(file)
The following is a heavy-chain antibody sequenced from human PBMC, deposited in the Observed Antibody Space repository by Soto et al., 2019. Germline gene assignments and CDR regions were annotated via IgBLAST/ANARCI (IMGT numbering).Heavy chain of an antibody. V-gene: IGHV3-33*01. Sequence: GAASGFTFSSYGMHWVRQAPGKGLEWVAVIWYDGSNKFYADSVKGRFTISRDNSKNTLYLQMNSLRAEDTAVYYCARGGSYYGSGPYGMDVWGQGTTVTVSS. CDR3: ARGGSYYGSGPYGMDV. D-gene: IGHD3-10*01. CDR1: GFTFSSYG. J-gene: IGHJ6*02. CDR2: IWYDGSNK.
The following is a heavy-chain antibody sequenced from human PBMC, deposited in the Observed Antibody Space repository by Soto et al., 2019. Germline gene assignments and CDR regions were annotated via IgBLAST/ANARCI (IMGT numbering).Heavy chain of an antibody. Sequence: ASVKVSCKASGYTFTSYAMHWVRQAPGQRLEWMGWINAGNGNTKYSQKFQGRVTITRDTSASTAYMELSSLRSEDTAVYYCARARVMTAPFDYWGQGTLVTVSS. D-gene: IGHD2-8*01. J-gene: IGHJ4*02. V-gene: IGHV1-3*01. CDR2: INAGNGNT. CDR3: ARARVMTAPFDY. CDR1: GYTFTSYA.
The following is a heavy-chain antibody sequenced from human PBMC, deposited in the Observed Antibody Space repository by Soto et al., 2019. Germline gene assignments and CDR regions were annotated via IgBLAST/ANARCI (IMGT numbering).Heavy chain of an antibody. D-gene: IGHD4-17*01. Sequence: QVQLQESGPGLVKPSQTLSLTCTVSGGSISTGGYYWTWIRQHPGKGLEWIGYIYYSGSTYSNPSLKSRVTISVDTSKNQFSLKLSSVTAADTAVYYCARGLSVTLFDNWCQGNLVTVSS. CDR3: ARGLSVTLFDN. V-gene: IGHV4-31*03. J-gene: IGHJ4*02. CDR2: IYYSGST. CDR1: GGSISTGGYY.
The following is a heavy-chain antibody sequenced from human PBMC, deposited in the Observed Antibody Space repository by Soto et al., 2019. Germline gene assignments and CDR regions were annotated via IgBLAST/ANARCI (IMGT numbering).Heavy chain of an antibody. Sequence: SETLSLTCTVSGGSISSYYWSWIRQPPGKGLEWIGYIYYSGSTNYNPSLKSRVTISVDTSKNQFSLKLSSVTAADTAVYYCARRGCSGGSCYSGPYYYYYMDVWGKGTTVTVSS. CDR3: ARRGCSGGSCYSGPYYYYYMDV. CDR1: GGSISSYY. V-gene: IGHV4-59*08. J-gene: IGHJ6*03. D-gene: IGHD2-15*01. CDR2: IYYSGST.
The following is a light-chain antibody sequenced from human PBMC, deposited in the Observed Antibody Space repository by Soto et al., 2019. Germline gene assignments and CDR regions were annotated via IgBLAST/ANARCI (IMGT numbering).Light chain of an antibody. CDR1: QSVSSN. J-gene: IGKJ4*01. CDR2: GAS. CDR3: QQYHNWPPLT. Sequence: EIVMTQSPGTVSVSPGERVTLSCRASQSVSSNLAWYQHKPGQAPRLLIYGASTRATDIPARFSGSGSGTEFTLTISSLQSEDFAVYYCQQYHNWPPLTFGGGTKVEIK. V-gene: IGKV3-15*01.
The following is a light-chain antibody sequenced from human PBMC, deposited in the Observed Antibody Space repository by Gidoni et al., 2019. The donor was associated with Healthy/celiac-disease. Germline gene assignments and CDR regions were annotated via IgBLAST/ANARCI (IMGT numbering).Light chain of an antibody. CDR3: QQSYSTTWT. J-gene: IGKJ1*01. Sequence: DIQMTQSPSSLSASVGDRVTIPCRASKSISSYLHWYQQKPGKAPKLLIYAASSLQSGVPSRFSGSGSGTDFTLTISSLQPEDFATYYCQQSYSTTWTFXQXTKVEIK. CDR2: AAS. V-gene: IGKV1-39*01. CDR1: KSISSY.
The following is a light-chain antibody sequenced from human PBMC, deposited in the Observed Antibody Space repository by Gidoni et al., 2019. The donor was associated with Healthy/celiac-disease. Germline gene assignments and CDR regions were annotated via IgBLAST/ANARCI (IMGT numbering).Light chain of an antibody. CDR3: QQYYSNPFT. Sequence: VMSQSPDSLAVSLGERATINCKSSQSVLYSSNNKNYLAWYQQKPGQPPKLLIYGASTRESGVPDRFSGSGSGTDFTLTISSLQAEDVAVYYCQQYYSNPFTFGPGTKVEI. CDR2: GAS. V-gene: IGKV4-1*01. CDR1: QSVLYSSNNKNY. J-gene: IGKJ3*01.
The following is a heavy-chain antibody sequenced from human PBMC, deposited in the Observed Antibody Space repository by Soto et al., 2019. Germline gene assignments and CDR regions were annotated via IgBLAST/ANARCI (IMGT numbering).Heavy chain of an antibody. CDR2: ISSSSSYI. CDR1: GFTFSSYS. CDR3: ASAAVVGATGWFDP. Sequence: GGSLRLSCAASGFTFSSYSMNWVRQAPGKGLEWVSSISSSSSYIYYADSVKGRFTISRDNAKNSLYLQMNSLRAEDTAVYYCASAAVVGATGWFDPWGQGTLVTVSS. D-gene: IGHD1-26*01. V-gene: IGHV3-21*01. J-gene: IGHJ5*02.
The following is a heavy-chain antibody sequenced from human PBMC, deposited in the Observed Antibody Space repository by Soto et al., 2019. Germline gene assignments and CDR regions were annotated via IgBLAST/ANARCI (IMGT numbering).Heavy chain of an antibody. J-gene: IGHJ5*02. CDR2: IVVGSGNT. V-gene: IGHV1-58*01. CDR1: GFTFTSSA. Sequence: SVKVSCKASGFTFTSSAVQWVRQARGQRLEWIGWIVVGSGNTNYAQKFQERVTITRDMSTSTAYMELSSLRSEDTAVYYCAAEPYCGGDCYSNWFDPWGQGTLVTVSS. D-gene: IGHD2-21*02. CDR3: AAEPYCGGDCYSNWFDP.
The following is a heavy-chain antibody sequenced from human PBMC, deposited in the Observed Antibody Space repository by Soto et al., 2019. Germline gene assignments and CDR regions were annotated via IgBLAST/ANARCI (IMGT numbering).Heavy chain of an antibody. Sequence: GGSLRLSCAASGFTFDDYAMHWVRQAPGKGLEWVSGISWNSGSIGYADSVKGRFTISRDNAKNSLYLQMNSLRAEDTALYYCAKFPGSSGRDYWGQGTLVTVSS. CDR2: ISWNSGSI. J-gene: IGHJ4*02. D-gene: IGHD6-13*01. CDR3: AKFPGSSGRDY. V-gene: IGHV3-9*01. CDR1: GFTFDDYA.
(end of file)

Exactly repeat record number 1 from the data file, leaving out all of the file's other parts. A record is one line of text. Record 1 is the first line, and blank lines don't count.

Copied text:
The following is a heavy-chain antibody sequenced from human PBMC, deposited in the Observed Antibody Space repository by Soto et al., 2019. Germline gene assignments and CDR regions were annotated via IgBLAST/ANARCI (IMGT numbering).Heavy chain of an antibody. V-gene: IGHV3-33*01. Sequence: GAASGFTFSSYGMHWVRQAPGKGLEWVAVIWYDGSNKFYADSVKGRFTISRDNSKNTLYLQMNSLRAEDTAVYYCARGGSYYGSGPYGMDVWGQGTTVTVSS. CDR3: ARGGSYYGSGPYGMDV. D-gene: IGHD3-10*01. CDR1: GFTFSSYG. J-gene: IGHJ6*02. CDR2: IWYDGSNK.